Keeping Babies Safe During a Tornado

I’m a bit of a weather nerd and I live in the American midwest where the weather is hostile to human habitation year round. It’s been brought to my attention that a lot of parents don’t know what to do with their baby and little ones when there’s a tornado warning, or what the difference between watches and warning are. In this post I will give a brief run down on warnings vs watches, what you should do to prepare, when you should take action, and what to do afterwards.

Tornadoes can happen anywhere the atmospheric ingredients are available. Tornados can hit cities with skyscrapers, in valleys, they can cross rivers, spin up on the coasts of lakes and oceans, and even drop down in LA. Though I call those delightful little rural farmhouses dotting the Grant Woodian landscape “tornado bait”, my own downtown apartment is just as likely to be hit by a tornado.

When to Shelter

A tornado watch means that the ingredients for making a tornado are available and you should keep yourself aware of the weather during that time. A tornado warning is when a tornado is on the ground, either radar indicated or spotted by a trained spotter. When there is a warning for your area, you need to take shelter. Don’t rely on outdoor sirens, often people indoors cannot hear them and sometimes they don’t go off in time or at all. You can check to make sure your phone will notify you of weather alerts or, preferably, get yourself a weather radio. These are like your own personal siren, once you bring one home, it will make friends with your smoke and carbon monoxide detectors. Most importantly it will get your attention and not accidently be set to “do not disturb” like your phone might.

I want to emphasize that you should not wait until you can “see” a tornado to take a warning seriously. The majority of tornados are invisible due to being rain-wrapped and/or because they are occuring at night, or simply because of the terrain you live in. But it’s not just tornados that you should be aware of: severe thunderstorms with strong winds can produce as much damage as a tornado, large hail can do double damage by richoting off surfaces to make multiple impacts (including the windows you’re gaping at it from), and flash floods are even more dangerous than tornados, mostly because people aren’t taking the risk seriously. If you are advised to take shelter, do it even if there isn’t a tornado warning, metrologists don’t make recommendations to shelter lightly.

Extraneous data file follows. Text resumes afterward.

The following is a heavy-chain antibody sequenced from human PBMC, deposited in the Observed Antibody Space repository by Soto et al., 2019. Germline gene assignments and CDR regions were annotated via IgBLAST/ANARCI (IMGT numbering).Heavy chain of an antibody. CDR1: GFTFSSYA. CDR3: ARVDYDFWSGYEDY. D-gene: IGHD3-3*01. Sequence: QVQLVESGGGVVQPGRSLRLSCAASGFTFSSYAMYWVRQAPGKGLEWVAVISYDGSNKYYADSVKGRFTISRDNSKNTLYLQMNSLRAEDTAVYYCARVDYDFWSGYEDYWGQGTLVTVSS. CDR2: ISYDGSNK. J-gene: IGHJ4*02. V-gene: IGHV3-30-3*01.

Where to Shelter

You should take shelter either in a purpose built storm shelter or in the lowest part of your home (or the building you live in) and/or the most interior room. Do not remain in a trailer or a camper. Trailer parks and campgrounds generally provide storm shelters, its a good idea to find out where they are and how long it will take for you to get to one in an emergency, possibly in the dark with hail, strong winds, and debris in the road– before there is an emergency. For sheltering at home, in my area, its usually a basement, under the stairs, or on the lowest floor of a stairwell in a building.

Don’t stay in a vehicle and don’t try to out-drive a tornado (even if your truck is real big and real fast, a traffic jam’ll and/or hail will keep you from getting very far). Do not shelter under an overpass (under an elevated bridge) because the winds being funneled under the girders make them even faster than they are outside. A culvert is the better bet, but even then, flash flooding poses a risk.

If you have an infant, get their car seat out of the car when you see that your area is under a tornado watch, or due for potentially severe thunderstorms. Put the car seat in the shelter area and if there is a warning or call to shelter, put your baby in the car seat and buckle them up as if you were going to drive with them. Car seats, unlike your arms or a baby carrier, are specifically designed to protect a baby from high speed impacts. Older babies and children (and adults, tbh) will be safer wearing a helmet, it will protect from impact as well as debris far better than arms or hands (or textbooks, like I was taught during school tornado drills) alone.

In the Shelter

You’ll want to stock your shelter area with a basic emergency kit:

  • first aid + family medications
  • a binder or folder with family IDs + medical conditions
  • flashlight
  • portable radio
  • power banks for electronics
  • disposable diapers